Dennis Rudolph has a solo show in Berlin, opening November 8th.
Dennis Rudolph has a solo exhibition coming up at Galerie Jette Rudolph, Berlin. The exhibition, 'California Dreaming', takes place within the framework of Dennis Rudolph's ongoing large-scale project THE|PORTAL in California.
The exhibition will open with a panel talk between Dennis Rudolph and Agnes Violeau (curator, Paris), Michael Schiessl (collector, Berlin) and Philip Kleinmichel (philosopher, Berlin) on the question: “THE|PORTAL – What is it really all about?”
Dennis Rudolph, California Dreaming. November 8th - December 31st. opening Friday, 7 November 18:00 - 22:00.
From the press release:
Born in 1979 in Berlin, Dennis Rudolph lives and works in Berlin. His colossal art project THE|PORTAL not only traversed different development stages but also traveled through various international locations and contexts such as the Mojave Desert in CA (2012), the project space STATE OF THE ART in Berlin (2014), the Olivier Robert Gallery in Paris (2014) and recently to the Moscow Biennial (2014).
On the one hand, THE|PORTAL is an utopian art project on marking the distinction between East and West and, on the other, on what constitutes the artist’s role in a society based on media networking today. Rudolph has been involved with the project since 2012. The precise location for THE|PORTAL yet to be build is California City, a failed urban development project in the Mojave Desert. Founded in 1958 by Nat Mendelsohn (1915–1984), who, at the time, was a successful real estate developer and sociology professor, is now almost completely forgotten. With his California City project, Mendelsohn’s goal was to design a model city that would one day compete with the megacity of Los Angeles, but in terms of demographics, the city didn’t even come close. A similar stroke of fate seems to hit Rudolph's THE PORTAL project, being after two years still far away from „finished".
Within the framework of this large-scale project, Rudolph sets out to create an artificial threshold in the midst of the Mojave Desert, most prominently drawing on art-historical predecessors such as Lorenzo Ghiberti (“The Gates of Paradise,” 1425–52) and Auguste Rodin (“The Gates of Hell,” 1880–1917). Thematically, iconographically and stylistically, Rudolph pushes boundaries, mixing Californian modernism with European baroque, punctuating it all with kitschy scenes that quote Hollywood images or even simple portraits of social network platforms such as Facebook. In a recent study, portraits of missing California children form the doorframe of THE PORTAL, symbolizing the in-between state of being neither dead nor alive, after Dante’s “Divine Comedy” (1321).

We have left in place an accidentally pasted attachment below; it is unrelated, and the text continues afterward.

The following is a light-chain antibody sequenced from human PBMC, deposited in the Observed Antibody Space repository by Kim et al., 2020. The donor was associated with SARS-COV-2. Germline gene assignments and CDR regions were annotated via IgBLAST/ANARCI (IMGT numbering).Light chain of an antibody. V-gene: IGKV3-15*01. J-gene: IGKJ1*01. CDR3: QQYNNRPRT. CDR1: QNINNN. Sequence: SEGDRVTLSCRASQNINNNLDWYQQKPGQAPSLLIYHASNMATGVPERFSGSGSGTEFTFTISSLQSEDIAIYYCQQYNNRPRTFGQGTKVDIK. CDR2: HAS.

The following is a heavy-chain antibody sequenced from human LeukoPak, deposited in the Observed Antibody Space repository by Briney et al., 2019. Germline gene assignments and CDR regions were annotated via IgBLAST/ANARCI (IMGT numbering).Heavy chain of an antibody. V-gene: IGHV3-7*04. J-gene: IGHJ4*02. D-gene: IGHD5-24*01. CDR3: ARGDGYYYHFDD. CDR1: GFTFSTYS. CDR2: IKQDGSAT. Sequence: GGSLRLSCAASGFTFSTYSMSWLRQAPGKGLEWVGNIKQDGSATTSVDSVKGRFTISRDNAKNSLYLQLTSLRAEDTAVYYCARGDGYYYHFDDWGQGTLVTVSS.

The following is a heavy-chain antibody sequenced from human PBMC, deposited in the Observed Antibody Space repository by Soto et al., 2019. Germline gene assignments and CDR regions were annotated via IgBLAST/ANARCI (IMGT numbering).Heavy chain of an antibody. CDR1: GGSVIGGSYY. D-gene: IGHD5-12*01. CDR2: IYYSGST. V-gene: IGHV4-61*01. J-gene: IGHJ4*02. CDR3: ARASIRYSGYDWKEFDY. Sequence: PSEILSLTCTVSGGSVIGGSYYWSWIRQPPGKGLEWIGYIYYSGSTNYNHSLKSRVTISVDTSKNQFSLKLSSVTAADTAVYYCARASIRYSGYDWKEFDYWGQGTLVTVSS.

For the show at the Jette Rudolph Gallery, Dennis Rudolph has installed a multimedia promotion booth, advertising the construction of a portal in California. As a mix of a booth at the International Tourism Fair and the project presentation of an architecture firm, the art installation involves a setting of desert sand and palm trees, thus transporting the Californian lifestyle and the atmosphere of California City into the halls of the gallery space. In a weekly changing program, Rudolph gives keynote presentations about the project, hosts talk shows and discussions etc., evolving around the topics generated by a project on building a gateway between heaven and hell. All the presented artworks, from real-size studies of THE|PORTAL on handmade ceramic tiles, to painted portraits of supporters of THE|PORTAL’s Facebook site (in the tradition of patronage paintings) to merchandise articles (coffee mugs, T-shirts, postcards, etc.) are stripped of their appearance and become mere products. This brings another aspect to the installation to promote THE|PORTAL: The Gift Shop.
Within the context of the gallery, Dennis Rudolph’s art project THE|PORTAL serves as an artwork in progress. The gallery version refers to these dissolved borders between art and non-art, dealing with the “ethical-political potential of the aesthetic experience in favor of indirect participation and reflexive visualization of the cultural and social horizons”